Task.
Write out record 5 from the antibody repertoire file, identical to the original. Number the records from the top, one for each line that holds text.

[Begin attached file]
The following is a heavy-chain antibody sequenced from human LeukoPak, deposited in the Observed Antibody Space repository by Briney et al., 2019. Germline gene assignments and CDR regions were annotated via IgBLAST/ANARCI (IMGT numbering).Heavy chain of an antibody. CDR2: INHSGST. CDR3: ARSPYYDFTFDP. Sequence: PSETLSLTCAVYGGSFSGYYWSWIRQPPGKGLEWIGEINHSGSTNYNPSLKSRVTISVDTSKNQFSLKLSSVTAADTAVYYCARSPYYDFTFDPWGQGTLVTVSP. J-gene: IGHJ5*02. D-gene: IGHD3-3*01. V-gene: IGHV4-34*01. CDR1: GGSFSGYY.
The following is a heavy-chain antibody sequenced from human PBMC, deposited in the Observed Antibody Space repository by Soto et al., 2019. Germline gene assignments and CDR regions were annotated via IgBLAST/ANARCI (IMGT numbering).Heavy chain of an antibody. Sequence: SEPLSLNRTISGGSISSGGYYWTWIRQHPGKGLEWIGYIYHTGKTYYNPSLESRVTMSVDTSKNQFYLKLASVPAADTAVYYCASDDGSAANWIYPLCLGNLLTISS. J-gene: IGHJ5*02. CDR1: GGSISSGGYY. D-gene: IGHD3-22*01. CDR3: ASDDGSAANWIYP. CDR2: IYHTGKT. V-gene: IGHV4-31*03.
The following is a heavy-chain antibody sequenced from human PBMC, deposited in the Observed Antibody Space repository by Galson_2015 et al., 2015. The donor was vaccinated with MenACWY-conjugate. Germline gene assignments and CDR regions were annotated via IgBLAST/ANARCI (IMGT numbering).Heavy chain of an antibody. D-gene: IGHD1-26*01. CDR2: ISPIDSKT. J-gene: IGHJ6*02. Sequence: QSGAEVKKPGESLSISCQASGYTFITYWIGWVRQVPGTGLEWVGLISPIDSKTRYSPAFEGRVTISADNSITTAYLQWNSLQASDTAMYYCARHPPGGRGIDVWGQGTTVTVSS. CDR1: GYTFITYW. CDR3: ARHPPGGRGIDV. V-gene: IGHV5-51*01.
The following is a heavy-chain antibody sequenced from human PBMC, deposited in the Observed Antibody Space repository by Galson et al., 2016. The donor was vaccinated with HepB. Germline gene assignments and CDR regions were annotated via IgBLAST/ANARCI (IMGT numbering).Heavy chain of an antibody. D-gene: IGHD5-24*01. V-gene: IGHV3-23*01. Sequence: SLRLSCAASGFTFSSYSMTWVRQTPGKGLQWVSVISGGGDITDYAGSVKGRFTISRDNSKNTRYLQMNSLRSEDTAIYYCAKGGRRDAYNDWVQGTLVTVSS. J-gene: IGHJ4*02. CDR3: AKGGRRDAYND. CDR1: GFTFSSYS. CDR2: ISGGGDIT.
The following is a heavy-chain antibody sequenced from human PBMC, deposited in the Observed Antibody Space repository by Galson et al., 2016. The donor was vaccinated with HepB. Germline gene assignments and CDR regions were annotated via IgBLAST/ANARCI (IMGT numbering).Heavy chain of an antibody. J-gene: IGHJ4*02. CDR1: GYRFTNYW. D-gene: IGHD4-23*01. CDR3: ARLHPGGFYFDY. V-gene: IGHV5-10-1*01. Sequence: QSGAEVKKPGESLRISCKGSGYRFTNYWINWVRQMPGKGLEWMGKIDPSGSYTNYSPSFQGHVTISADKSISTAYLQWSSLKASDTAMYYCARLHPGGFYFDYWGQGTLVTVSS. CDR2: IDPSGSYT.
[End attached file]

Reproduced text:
The following is a heavy-chain antibody sequenced from human PBMC, deposited in the Observed Antibody Space repository by Galson et al., 2016. The donor was vaccinated with HepB. Germline gene assignments and CDR regions were annotated via IgBLAST/ANARCI (IMGT numbering).Heavy chain of an antibody. J-gene: IGHJ4*02. CDR1: GYRFTNYW. D-gene: IGHD4-23*01. CDR3: ARLHPGGFYFDY. V-gene: IGHV5-10-1*01. Sequence: QSGAEVKKPGESLRISCKGSGYRFTNYWINWVRQMPGKGLEWMGKIDPSGSYTNYSPSFQGHVTISADKSISTAYLQWSSLKASDTAMYYCARLHPGGFYFDYWGQGTLVTVSS. CDR2: IDPSGSYT.